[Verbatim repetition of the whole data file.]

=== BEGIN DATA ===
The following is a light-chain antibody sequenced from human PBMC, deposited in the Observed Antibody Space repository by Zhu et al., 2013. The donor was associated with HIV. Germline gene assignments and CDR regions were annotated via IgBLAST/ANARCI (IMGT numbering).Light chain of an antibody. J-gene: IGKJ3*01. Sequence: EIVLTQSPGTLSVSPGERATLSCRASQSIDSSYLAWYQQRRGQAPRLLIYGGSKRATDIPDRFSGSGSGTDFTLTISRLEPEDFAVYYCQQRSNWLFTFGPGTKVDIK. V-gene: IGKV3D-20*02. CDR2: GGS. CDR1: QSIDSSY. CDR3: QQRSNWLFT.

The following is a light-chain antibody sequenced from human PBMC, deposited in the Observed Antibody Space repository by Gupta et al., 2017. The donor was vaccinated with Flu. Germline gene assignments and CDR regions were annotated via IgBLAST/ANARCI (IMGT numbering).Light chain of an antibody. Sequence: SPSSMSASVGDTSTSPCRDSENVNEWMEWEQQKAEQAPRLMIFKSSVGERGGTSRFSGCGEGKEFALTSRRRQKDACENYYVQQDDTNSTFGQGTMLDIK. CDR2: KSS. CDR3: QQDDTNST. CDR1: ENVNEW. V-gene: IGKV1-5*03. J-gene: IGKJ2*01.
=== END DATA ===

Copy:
The following is a light-chain antibody sequenced from human PBMC, deposited in the Observed Antibody Space repository by Zhu et al., 2013. The donor was associated with HIV. Germline gene assignments and CDR regions were annotated via IgBLAST/ANARCI (IMGT numbering).Light chain of an antibody. J-gene: IGKJ3*01. Sequence: EIVLTQSPGTLSVSPGERATLSCRASQSIDSSYLAWYQQRRGQAPRLLIYGGSKRATDIPDRFSGSGSGTDFTLTISRLEPEDFAVYYCQQRSNWLFTFGPGTKVDIK. V-gene: IGKV3D-20*02. CDR2: GGS. CDR1: QSIDSSY. CDR3: QQRSNWLFT.

The following is a light-chain antibody sequenced from human PBMC, deposited in the Observed Antibody Space repository by Gupta et al., 2017. The donor was vaccinated with Flu. Germline gene assignments and CDR regions were annotated via IgBLAST/ANARCI (IMGT numbering).Light chain of an antibody. Sequence: SPSSMSASVGDTSTSPCRDSENVNEWMEWEQQKAEQAPRLMIFKSSVGERGGTSRFSGCGEGKEFALTSRRRQKDACENYYVQQDDTNSTFGQGTMLDIK. CDR2: KSS. CDR3: QQDDTNST. CDR1: ENVNEW. V-gene: IGKV1-5*03. J-gene: IGKJ2*01.